Mediation of Will Trust & Probate Disputes

Civil litigants in England and Wales can lawfully be compelled to use alternative dispute resolution (ADR), according to a new report by the Civil Justice Council. See:

Mandatory (alternative) dispute resolution is lawful and should be encouraged: Mandatory (alternative) dispute resolution is lawful and should be encouraged | Courts and Tribunals Judiciary

Compulsory ADR: Civil-Justice-Council-Compulsory-ADR-report-1.pdf (

A move towards compulsory ADR? (

In the Foreword to my book the ‘Contentious Probate Handbook’ published by the Law Society in 2016, Toby Graham, Partner and head of the Contentious Trusts and Estates Group at Farrer & Co LLP wrote,

The author considers alternative dispute resolution, an important alternative to litigation, at length.  Mediation is geared to problem solving rather than apportioning blame.  It also helps to identify and address the underlying causes of family disputes in a way that litigation does not.  Mr Islam is a proponent of mediation and has pioneered a method called ‘Guided Settlement’, which is rooted in early neutral evaluation.’

My more recent book, the ‘Contentious Trusts Handbook’, published by the Law Society in 2020, also contains a methodology that I specifically designed for the mediation of trust disputes.

For a mediation methodology I designed for cases in the Court of Protection, see:

“The Advocate and the Expert in the Court of Protection”, published in the Expert Witness Journal (Autumn 2018). Co-authored with Dr Hugh Series of Oxford University.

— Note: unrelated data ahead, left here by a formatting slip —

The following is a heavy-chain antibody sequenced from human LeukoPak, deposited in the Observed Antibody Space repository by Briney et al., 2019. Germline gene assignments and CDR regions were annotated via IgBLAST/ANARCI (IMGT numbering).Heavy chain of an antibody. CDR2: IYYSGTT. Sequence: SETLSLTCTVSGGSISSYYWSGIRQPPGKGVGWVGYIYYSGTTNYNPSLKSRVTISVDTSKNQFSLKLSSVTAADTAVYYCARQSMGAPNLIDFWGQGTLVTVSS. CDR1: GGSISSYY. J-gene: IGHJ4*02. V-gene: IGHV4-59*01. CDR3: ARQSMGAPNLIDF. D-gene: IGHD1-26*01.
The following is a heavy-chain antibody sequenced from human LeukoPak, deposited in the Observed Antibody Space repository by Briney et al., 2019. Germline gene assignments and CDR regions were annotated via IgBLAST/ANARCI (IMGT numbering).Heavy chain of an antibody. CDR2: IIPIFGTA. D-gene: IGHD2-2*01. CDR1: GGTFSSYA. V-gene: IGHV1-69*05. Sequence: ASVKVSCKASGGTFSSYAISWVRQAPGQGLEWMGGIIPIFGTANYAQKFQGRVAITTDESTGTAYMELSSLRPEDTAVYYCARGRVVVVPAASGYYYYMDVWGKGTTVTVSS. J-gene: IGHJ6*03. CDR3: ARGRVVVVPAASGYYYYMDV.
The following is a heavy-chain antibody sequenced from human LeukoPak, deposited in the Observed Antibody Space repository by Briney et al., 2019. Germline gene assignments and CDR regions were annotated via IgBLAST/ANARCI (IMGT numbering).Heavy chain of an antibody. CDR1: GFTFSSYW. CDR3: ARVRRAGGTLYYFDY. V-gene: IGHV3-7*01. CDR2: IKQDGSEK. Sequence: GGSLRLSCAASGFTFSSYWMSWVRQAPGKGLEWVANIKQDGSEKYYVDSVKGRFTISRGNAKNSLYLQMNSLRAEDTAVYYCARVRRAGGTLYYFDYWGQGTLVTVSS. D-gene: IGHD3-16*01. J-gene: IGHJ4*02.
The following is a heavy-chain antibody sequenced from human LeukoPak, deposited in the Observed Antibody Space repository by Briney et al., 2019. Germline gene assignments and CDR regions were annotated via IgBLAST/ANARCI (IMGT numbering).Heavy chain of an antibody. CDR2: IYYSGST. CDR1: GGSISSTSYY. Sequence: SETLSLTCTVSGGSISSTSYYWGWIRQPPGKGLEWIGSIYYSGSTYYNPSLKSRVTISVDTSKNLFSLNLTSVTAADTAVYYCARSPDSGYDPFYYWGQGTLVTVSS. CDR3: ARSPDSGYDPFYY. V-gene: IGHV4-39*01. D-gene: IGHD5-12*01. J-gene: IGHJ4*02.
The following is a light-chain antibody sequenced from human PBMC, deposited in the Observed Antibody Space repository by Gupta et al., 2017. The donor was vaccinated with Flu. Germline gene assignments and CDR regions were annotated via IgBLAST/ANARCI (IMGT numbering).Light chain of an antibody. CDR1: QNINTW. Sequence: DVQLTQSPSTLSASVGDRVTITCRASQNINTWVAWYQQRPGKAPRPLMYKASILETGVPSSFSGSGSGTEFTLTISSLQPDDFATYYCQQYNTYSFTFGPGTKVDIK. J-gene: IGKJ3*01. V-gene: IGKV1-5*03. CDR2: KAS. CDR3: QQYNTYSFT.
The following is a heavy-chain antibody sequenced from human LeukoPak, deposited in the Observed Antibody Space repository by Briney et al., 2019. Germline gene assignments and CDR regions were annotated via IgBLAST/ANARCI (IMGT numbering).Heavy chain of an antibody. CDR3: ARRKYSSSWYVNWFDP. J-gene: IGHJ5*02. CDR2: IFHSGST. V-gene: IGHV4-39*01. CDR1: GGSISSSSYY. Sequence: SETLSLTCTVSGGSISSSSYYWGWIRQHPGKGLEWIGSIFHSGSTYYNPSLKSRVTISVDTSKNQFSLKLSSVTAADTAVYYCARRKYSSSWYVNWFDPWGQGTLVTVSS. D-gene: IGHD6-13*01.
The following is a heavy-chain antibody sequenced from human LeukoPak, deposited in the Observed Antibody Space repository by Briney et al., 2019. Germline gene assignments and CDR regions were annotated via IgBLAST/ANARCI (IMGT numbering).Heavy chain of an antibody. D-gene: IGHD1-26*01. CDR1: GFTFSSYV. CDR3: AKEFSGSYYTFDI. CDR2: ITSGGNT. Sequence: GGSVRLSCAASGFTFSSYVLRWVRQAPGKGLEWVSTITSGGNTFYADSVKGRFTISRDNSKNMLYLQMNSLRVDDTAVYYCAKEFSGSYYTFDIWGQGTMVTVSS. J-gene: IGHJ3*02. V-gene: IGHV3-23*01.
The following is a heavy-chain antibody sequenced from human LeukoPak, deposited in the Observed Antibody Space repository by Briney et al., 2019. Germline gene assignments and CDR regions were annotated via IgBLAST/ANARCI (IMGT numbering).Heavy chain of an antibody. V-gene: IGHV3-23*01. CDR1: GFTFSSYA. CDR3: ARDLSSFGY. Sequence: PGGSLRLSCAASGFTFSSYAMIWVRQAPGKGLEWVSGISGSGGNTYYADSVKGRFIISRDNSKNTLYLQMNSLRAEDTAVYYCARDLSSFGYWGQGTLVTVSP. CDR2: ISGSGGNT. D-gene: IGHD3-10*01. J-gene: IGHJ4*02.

The Advocate and the Expert in the Court of Protection | Expert Witness Journal

I had the great privilege of meeting with the late Professor Roger Fisher for two hours in his study at Harvard Law School during an academic visit from King’s College London in 2002, and his parting advice was,

‘Appreciate their point of view:

  • understand it – it’s very important to appreciate the way they see it,
  • even if you don’t agree, say that it merits serious consideration, don’t say that they are wrong.

Appreciate their self-esteem.

Acknowledge that the other person has been heard.

Be prepared to argue their case better than they can before you answer it.’

I am undertaking the Bar Council Mediator Foundation course in July 2021. Successful completion of the course results in:

  • Certification as a Society of Mediators recognised mediator;
  • Accreditation as a Civil Mediation Council civil and commercial mediator; and
  • Recognition by the Chartered Institute of Arbitrators.